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If you’re one-half of a couple and have discovered the magic of miles and points, chances are decent your spouse won’t be as into it as you. You might hit the jackpot and find that you are both into researching, tracking and maximizing miles and points, but there’s a large group of us who have a partner or spouse that just doesn’t get it. Maybe she thinks cash is king. Or maybe he took years to pay off his debt and won’t or can’t get a new credit card. Or maybe (gasp!) he or she is just not into travel. Whatever it is, you will need to have …
“The talk” is the miles and points version of the birds and the bees. That time you set aside to explain to your better half why opening up some new credit cards may not be nuts. It’s different from the teen version of the credit card talk in that your spouse probably already has opinions about credit; they just may not be based in reality. I’m going to give you tips to help you navigate the talk more effectively. They are hard-earned from both my experience and that of many others.
The Kite and the String
I came up with a relationship theory a long time ago: The best couples are ones with a kite and a string. The idea is that some people are kites (risk-takers not afraid of flying) and others are strings (risk-averse folks who prefer to be tethered to solid earth). The kites need the strings to keep them from flying off into the ozone and the strings need the kites to get them off the ground.
Occasionally, a two-kite or two string relationship works, but I’ve seen two-kite-ers who just get into trouble because they have fewer boundaries. Conversely, I’ve seen two string-ers who just bore each other into submission. Get one of each and you bring balance to the force. So, keep in mind that having a partner who is somewhat more reluctant may actually be a good thing, it is just trickier until you get into a rhythm.
Listen First to Understand
Once you’ve identified that you’re dealing with a string, you can start to convince them to tie themselves to your kite. However, first you’ve got to find out what their specific concerns are. (I’m borrowing from Stephen Covey’s “The 7 Habits of Highly Effective People” here.) Listening first does two things:
First, until you get it, you’re just not gonna get it. Asking specific questions, like, “Why do you prefer cash back?” or “Why are you afraid of going back into debt?” or “What about travel don’t you like?” opens up communication and shows you value your partner’s opinion: even when it’s clearly wrong (joking, joking). Secondly, hearing your partner’s specific concerns will allow you to figure out a solution that assuages the right symptom.
Bring the Right Tools to the Task
My husband works with numbers and spreadsheets every day. When we were first married, I wanted to go to Thailand for summer vacation. He thought it was too expensive. I created an Excel spreadsheet breaking down costs for two weeks in a four-star beach resort here in the States — no transport — and one in Thailand, including airfare. I went on to prove it costs about the same to spend two weeks in peak season at a four-star anywhere in the world, especially if miles are part of your currency. Once he saw it in black and white, he got on board. If you want to see a similar trip comparison in action, check out this post about summer beach house rentals.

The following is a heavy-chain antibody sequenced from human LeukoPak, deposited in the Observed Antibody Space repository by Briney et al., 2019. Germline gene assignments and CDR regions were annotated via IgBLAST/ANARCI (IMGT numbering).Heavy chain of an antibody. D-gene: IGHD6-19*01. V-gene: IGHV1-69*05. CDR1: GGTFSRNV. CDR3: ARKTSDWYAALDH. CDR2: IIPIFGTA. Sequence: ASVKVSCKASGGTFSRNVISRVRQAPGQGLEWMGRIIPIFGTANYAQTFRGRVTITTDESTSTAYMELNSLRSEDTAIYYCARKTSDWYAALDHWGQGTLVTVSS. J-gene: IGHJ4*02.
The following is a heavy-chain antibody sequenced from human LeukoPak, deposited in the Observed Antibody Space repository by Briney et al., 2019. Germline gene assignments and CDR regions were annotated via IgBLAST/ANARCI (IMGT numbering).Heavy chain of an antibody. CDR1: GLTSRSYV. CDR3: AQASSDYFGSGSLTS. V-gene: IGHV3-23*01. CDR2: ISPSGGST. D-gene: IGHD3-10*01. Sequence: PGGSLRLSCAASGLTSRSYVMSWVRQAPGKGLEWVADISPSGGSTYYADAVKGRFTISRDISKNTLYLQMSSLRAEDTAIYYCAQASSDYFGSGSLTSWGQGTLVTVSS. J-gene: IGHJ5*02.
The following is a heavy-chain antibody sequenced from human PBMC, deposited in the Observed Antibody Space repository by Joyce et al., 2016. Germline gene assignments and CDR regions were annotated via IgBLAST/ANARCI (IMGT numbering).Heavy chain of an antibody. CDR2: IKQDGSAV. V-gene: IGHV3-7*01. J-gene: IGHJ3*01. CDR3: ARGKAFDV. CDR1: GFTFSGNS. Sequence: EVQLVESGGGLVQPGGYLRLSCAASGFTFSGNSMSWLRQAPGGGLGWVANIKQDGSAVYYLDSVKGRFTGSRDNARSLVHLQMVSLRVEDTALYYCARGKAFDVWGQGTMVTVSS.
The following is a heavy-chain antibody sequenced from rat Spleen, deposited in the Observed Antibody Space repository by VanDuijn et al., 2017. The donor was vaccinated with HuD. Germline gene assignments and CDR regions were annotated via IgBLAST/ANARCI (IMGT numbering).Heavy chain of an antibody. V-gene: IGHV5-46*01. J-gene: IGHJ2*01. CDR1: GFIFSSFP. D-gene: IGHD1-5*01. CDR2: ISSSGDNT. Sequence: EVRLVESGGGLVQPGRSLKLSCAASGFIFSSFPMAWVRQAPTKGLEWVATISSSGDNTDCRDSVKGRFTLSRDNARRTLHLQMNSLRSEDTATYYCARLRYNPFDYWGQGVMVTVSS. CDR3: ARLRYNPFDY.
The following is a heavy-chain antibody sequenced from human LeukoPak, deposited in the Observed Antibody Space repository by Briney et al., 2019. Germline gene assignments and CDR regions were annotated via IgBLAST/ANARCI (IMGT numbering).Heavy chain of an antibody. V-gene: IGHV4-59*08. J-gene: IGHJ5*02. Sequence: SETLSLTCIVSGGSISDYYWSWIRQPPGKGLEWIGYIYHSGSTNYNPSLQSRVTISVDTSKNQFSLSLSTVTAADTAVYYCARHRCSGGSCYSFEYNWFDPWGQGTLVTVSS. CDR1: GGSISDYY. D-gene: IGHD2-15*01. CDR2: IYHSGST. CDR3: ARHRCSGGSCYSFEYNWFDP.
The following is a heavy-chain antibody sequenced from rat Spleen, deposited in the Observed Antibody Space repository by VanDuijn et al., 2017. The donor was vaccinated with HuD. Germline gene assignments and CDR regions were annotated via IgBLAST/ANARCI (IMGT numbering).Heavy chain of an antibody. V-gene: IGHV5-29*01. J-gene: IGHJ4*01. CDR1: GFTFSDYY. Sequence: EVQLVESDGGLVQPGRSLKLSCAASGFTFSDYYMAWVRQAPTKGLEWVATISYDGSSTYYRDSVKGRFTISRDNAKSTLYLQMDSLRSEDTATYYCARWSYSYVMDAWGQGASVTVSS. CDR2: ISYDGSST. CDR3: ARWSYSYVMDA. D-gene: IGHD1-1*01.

Another example is the spouse who thinks that having too many credit cards will ruin your credit. That person will benefit from learning real information about utilization and the other tools savvy users of credit understand.
However, if your spouse is genuinely afraid of credit, you could show them reams of data and it will get you nowhere. Personal success stories will be a lot more convincing. Get them to read up on what TPG readers have been able to achieve. Even better, take them to a frequent-flyer meet-up. FlyerTalk has a good schedule of local events. Talking to people who have been there might help get them over the hump.
And if your partner just hates to travel? Well, it could be one of two things. One option is to up the comfort level. Maybe they hate travel because, well, travel can stink sometimes. Add in the airport or hotel lounge, the lie-flat airline seat, Global Entry to speed through border control and whatever else you can to make it hassle-free, and they might reconsider.
Mommy Points’ husband very much falls into this reluctant spouse category and was hooked to the hobby in large part because miles and elite status can change the travel process completely. Travel can be transformed from something to be tolerated only when necessary to something fun and enjoyable. (But fair warning — reluctant spouses can quickly learn to hold out on travel until you put them in the good seats!)
Another solid strategy for managing a reluctant partner is to tailor an early award redemption to something they always wanted to do or somewhere they have always wanted to go. But what if they just hate to travel no matter what? Then don’t make them. You’ll both be happier in the end. Take off with the kids, by yourself or with a friend.
The initial glow of discovering miles and points can be dimmed by a spouse who is not on board. By listening to their concerns and addressing them with the right strategy, you can both get the best out of the rewards that miles and points have to offer and maybe even play in two-player mode down the line.
And, if you do get your spouse on board, have him or her read these other resources:
- The Beginner’s Guide to Points and Miles: Essential Travel Tips
- The Best Travel Rewards Credit Cards of 2019
- The Rewards Credit Card You Should Get First
- 3 Ways Credit Card Beginners Can Avoid Biting off More Than They Can Chew
Featured photo by Getty Images.
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